The wide range of visitors to the booth included not only undergraduates but also American psychiatrist, physiologist, neuroscientist, behavioral biologist and biochemist Eric Kandel, who was awarded with the 2000 Nobel Prize in Physiology or Medicine.
Nobel laureate Eric Kandel at the "Research in Germany"-booth
Informational material on funding opportunities, open positions and the many neuroscientific institutes in Germany was highly sought after: "I am going to Berlin in a few months for a research stay and I am so excited," proclaimed an excited participant. It was remarkable to see that after participating in the annual meeting for numerous years, real-life success stories thanks to the "Research in Germany" initiative are now hitting the booth as well: "I came to the Research in Germany booth six years ago and was at ASET then and decided to move to Germany and you are the reason why”.
Neuroscience in Germany XXIII Social
Prof. Dr. Frank Bradke from the University of Bonn during the Leibniz Lecture
On Monday evening, DFG Leibniz Prize awardee Prof. Dr. Frank Bradke from the University of Bonn presented his lecture „Link auf PDF-DateiMechanisms of Axon Growth and Regeneration” to a packed audience. Following a brief introduction by Dr. Rainer Gruhlich, Director of the DFG North America Office, Prof. Bradke discussed his research on how neurons initially polarize to generate and extend their axon and demonstrated how his group exploits the underlying developmental mechanisms to elicit axon regeneration in the adult after a spinal cord injury. Among the numerous participants in the audience were Leibniz Prize winner Prof. Magdalena Götz, Prof. Benedikt Grothe, Prof. Eckhard Friauf, Prof. Rüdiger Klein, Prof. Albrecht Stroh and Prof. Marc Spehr.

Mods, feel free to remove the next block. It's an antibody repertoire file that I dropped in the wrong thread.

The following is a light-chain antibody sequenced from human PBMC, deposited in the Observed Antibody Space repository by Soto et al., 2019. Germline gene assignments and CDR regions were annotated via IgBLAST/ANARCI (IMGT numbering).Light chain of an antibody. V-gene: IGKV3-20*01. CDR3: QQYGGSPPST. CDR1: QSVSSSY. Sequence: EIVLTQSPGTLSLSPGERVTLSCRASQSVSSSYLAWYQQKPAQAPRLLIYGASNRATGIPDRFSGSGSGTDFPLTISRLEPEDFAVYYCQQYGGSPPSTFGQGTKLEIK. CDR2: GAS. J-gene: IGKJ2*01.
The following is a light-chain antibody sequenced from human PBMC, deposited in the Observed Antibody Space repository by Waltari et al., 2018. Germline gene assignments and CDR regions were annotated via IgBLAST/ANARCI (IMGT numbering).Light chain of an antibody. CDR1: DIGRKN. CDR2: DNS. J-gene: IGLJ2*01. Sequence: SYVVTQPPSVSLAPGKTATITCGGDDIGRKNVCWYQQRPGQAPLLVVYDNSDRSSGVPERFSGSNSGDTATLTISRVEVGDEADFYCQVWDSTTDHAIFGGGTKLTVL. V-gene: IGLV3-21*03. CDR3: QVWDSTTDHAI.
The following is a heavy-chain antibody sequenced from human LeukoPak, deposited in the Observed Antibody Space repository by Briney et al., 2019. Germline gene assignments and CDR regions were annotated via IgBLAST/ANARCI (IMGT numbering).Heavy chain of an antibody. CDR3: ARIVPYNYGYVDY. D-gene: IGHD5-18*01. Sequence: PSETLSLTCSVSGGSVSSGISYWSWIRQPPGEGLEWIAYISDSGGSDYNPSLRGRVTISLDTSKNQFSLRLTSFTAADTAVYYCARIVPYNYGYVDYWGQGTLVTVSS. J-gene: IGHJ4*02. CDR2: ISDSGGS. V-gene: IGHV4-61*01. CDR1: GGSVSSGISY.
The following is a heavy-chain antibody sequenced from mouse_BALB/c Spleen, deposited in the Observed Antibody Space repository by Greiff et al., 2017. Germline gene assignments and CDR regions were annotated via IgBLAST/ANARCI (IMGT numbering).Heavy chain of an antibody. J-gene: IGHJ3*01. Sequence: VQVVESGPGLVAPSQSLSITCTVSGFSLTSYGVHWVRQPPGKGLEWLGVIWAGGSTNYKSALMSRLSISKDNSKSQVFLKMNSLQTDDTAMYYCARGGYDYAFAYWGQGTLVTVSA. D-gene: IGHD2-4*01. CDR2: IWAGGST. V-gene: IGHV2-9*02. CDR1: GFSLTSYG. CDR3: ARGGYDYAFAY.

The Leibniz Lecture was followed by the traditional German Social, this year jointly organized by the "Research in Germany" initiative and the Hertie Institute for Clinical Brain Research. A crowd of more than 200 guests gathered in the ballroom of the Washington Plaza Hotel and exchanged ideas and contacts among scientists interested in research cooperation with and career opportunities in Germany.
Monday evening’s guests, like the visitors to the booth and even other exhibitors, made mention of how wonderfully Germany was represented at the conference.
DFG North America Office
In 2002, the DFG opened its first North America office in Washington, D.C. A New York City office followed in 2007. The mission of both offices is to facilitate research cooperation between North America and Germany, and to support young German researchers on a DFG-fellowship during their stay.
International Research Marketing
With "International Research Marketing" - a joint project funded by the BMBF - the DFG together with AvH, DAAD and FhG promote Germany as a research locationto improve the international visibility of top-class research in Germany.